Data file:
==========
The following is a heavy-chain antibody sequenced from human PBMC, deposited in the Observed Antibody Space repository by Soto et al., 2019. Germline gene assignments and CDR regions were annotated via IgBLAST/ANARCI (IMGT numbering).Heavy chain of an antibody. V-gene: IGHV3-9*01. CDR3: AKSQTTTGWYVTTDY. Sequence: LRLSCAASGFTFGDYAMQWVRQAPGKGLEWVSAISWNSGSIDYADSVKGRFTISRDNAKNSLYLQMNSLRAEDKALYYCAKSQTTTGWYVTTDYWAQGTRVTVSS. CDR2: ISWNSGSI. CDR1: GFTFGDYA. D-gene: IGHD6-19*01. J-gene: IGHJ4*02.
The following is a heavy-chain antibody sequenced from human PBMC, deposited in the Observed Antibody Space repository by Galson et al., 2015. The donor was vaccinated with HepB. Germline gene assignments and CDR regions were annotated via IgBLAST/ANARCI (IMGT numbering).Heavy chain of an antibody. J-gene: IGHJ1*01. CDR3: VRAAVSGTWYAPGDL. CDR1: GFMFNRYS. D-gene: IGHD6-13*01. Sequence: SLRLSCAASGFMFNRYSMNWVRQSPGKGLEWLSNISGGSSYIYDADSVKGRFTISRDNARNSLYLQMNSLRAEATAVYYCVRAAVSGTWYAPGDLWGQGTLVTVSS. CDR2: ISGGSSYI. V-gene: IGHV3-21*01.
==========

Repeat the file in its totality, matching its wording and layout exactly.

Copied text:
The following is a heavy-chain antibody sequenced from human PBMC, deposited in the Observed Antibody Space repository by Soto et al., 2019. Germline gene assignments and CDR regions were annotated via IgBLAST/ANARCI (IMGT numbering).Heavy chain of an antibody. V-gene: IGHV3-9*01. CDR3: AKSQTTTGWYVTTDY. Sequence: LRLSCAASGFTFGDYAMQWVRQAPGKGLEWVSAISWNSGSIDYADSVKGRFTISRDNAKNSLYLQMNSLRAEDKALYYCAKSQTTTGWYVTTDYWAQGTRVTVSS. CDR2: ISWNSGSI. CDR1: GFTFGDYA. D-gene: IGHD6-19*01. J-gene: IGHJ4*02.
The following is a heavy-chain antibody sequenced from human PBMC, deposited in the Observed Antibody Space repository by Galson et al., 2015. The donor was vaccinated with HepB. Germline gene assignments and CDR regions were annotated via IgBLAST/ANARCI (IMGT numbering).Heavy chain of an antibody. J-gene: IGHJ1*01. CDR3: VRAAVSGTWYAPGDL. CDR1: GFMFNRYS. D-gene: IGHD6-13*01. Sequence: SLRLSCAASGFMFNRYSMNWVRQSPGKGLEWLSNISGGSSYIYDADSVKGRFTISRDNARNSLYLQMNSLRAEATAVYYCVRAAVSGTWYAPGDLWGQGTLVTVSS. CDR2: ISGGSSYI. V-gene: IGHV3-21*01.